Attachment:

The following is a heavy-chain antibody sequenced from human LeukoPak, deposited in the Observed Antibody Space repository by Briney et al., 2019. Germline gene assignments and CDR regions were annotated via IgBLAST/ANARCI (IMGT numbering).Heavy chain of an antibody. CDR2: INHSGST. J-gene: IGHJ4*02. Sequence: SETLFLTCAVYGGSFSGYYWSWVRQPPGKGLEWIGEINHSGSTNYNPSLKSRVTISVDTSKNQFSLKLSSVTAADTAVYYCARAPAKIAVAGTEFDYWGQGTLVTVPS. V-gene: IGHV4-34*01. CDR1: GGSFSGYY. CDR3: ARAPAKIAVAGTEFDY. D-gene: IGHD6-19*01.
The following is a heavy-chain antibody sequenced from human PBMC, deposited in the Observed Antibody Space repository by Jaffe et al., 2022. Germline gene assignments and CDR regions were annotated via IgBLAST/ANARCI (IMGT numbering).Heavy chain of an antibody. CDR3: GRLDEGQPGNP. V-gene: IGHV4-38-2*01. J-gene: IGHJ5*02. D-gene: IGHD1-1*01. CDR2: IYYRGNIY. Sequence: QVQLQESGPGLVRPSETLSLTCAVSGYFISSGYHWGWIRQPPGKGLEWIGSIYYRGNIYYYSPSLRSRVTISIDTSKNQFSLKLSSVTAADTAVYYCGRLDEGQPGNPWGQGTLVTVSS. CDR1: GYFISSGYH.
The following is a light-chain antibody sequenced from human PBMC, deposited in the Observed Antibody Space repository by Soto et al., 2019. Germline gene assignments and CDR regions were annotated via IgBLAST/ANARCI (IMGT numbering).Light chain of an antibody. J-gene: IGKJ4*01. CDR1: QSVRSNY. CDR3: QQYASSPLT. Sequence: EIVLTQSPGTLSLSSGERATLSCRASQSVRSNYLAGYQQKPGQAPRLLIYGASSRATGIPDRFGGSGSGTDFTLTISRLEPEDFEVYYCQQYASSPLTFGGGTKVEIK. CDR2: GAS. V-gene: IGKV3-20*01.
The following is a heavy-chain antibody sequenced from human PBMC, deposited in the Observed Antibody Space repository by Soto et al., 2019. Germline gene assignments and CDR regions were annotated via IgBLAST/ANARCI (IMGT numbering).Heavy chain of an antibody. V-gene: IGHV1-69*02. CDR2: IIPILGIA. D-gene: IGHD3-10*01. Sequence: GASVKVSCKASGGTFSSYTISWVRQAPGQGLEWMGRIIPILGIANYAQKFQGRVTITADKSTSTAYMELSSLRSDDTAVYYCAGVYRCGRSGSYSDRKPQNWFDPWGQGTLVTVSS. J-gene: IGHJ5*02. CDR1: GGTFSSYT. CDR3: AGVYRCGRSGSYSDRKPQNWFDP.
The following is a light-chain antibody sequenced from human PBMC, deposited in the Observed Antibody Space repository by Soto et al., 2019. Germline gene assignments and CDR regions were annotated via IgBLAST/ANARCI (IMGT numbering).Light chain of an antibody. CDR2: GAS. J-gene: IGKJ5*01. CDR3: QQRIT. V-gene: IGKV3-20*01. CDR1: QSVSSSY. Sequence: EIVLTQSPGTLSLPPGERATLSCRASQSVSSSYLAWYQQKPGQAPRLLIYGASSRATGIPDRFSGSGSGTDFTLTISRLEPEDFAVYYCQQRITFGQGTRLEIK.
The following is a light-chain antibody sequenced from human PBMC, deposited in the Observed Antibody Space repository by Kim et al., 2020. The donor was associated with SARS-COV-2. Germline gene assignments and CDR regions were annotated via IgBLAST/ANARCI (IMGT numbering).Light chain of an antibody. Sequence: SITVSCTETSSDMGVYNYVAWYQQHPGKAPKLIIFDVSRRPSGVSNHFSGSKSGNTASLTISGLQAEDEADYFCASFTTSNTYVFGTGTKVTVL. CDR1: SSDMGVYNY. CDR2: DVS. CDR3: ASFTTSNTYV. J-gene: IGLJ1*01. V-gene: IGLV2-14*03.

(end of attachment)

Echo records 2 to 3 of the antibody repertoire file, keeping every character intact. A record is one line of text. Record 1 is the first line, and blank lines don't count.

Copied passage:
The following is a heavy-chain antibody sequenced from human PBMC, deposited in the Observed Antibody Space repository by Jaffe et al., 2022. Germline gene assignments and CDR regions were annotated via IgBLAST/ANARCI (IMGT numbering).Heavy chain of an antibody. CDR3: GRLDEGQPGNP. V-gene: IGHV4-38-2*01. J-gene: IGHJ5*02. D-gene: IGHD1-1*01. CDR2: IYYRGNIY. Sequence: QVQLQESGPGLVRPSETLSLTCAVSGYFISSGYHWGWIRQPPGKGLEWIGSIYYRGNIYYYSPSLRSRVTISIDTSKNQFSLKLSSVTAADTAVYYCGRLDEGQPGNPWGQGTLVTVSS. CDR1: GYFISSGYH.
The following is a light-chain antibody sequenced from human PBMC, deposited in the Observed Antibody Space repository by Soto et al., 2019. Germline gene assignments and CDR regions were annotated via IgBLAST/ANARCI (IMGT numbering).Light chain of an antibody. J-gene: IGKJ4*01. CDR1: QSVRSNY. CDR3: QQYASSPLT. Sequence: EIVLTQSPGTLSLSSGERATLSCRASQSVRSNYLAGYQQKPGQAPRLLIYGASSRATGIPDRFGGSGSGTDFTLTISRLEPEDFEVYYCQQYASSPLTFGGGTKVEIK. CDR2: GAS. V-gene: IGKV3-20*01.